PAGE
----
Competition Commission slams Big Four
Watchdog finds benefits in “switching auditors more often”
By Gaurav Sharma | CFO UK | Published 11:44, 22 February 13
The UK Competition Commission has said the audit market is restrictive in terms of participants and dominated by the Big Four accounting firms, thereby making it harder for companies to switch accountants.
Publishing the preliminary findings of a probe which started in November 2011, the competition watchdog noted on Friday that the Big Four – namely KPMG, PwC, Ernst & Young and Deloitte – monitor the books of nearly all major companies in UK (and around the world) and in some cases have served the same clients for decades.
To this effect, it found that 31 percent of FTSE 100 companies and a fifth of the next 250 firms have had the same auditor for over 20 years. The commission also noted "significant dissatisfaction" among investors but added that changing the "long standing and entrenched" system will take time.
It has proposed a number of reforms. One of the proposals included compelling companies to contract out their audit work to tender every 5 to 7 years, and accounting firms every 7 to 14 years.
Laura Carstensen, chair of the Competition Commission probe, said, "We have found that there can be benefits to companies and their shareholders from switching auditors but too often senior management at large companies are inclined to stick with what they know."
The US and EU are discussing similar proposals. However, going much further, the Competition Commission has also proposed banning "Big Four only" clauses, implying that partnering banks could not insist on a borrower using one of the top four audit firms.
In response, the Association of Chartered Certified Accountants (ACCA) welcomed the competition watchdog's statement but did not agree with a mandatory imposition of rotation of auditors.
Sue Almond, technical director at ACCA, said, "The issue has always been about the end user of audit services, and we have previously said that future recommendations need to be workable for business while enhancing investor confidence."
"Audit is only one part of this jigsaw and it is not the only way to tackle investor concerns. Progress could be made without creating more rules by enhancing corporate reporting through integrated reporting. This development aims to reflect the interconnected nature of economic and financial performance with environmental, social and governance factors in organisations’ annual reporting," she added.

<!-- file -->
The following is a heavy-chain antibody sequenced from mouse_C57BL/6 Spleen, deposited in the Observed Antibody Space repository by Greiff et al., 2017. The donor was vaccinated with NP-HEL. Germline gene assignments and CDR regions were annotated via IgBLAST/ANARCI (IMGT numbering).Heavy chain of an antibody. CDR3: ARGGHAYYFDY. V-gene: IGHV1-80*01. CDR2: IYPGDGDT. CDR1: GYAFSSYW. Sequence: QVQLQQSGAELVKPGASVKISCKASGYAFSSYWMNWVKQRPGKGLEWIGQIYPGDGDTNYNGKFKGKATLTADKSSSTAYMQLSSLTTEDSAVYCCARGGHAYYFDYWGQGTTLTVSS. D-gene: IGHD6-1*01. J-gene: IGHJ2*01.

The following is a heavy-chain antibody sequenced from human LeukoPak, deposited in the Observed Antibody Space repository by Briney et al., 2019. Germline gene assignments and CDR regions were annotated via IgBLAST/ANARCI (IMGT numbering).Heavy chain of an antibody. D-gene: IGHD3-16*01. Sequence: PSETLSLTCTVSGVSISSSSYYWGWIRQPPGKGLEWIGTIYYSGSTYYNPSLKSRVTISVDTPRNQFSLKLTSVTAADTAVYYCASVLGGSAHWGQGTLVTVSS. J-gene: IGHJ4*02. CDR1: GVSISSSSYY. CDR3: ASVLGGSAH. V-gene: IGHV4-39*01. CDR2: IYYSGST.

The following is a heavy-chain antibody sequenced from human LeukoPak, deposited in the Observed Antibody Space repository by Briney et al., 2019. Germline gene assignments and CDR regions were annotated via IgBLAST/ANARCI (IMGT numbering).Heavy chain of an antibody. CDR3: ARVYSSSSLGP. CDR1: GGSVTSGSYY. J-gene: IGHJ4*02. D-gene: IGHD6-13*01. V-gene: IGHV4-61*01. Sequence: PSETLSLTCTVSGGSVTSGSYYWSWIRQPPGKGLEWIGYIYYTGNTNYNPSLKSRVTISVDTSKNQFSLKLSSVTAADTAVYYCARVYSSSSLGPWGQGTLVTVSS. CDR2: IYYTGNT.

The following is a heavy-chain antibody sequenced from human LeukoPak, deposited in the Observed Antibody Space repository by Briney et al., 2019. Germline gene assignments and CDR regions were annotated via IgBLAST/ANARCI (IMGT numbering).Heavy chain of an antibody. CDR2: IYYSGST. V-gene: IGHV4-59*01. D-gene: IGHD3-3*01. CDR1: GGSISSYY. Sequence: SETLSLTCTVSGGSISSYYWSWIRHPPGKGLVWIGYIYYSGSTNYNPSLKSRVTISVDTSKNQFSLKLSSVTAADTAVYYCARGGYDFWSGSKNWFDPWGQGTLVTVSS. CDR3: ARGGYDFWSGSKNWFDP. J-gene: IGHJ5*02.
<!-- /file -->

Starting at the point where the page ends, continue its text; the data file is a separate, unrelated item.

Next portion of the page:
However, the ACCA said the commission's findings should be read with considerable interest not only in the UK but across Europe and that it was a much-needed debate to have.
The second rung of audit firms, including Mazars, BDO and Grant Thornton, also welcomed the findings. A spokesperson for BDO said the recommendations if implemented would lead to a "healthier market".
Grant Thornton said the findings confirm that needs of shareholders and investors are not currently being best served and that there are other firms, such as itself, who are already well placed to compete in the market.
"We support the creation of a diverse market for the supply of audit and non-audit services to the FTSE 350 with increased competition bringing benefits through improved pricing, service, innovation and overall audit product," said a spokesperson.
However, representatives of the Big Four insisted that there is strong competition in the UK accompanied by downward pressure on audit fees in a highly competitive macroeconomic climate. Ernst & Young said it strongly disagreed that "the audit market is not serving shareholders."
"We note that much of the summary is on aspects of corporate governance and regulation, and in that context we are surprised that there are important omissions from the description of how that framework operates," a spokesperson said.
"For example, there is no mention of the role of the Chair of boards and the senior independent directors in representing and safeguarding shareholder interests, nor of the importance of unitary boards themselves. We think the somewhat stark description in black and white terms of the role and power of the finance directors and their motives does not represent the real world as we experience it."
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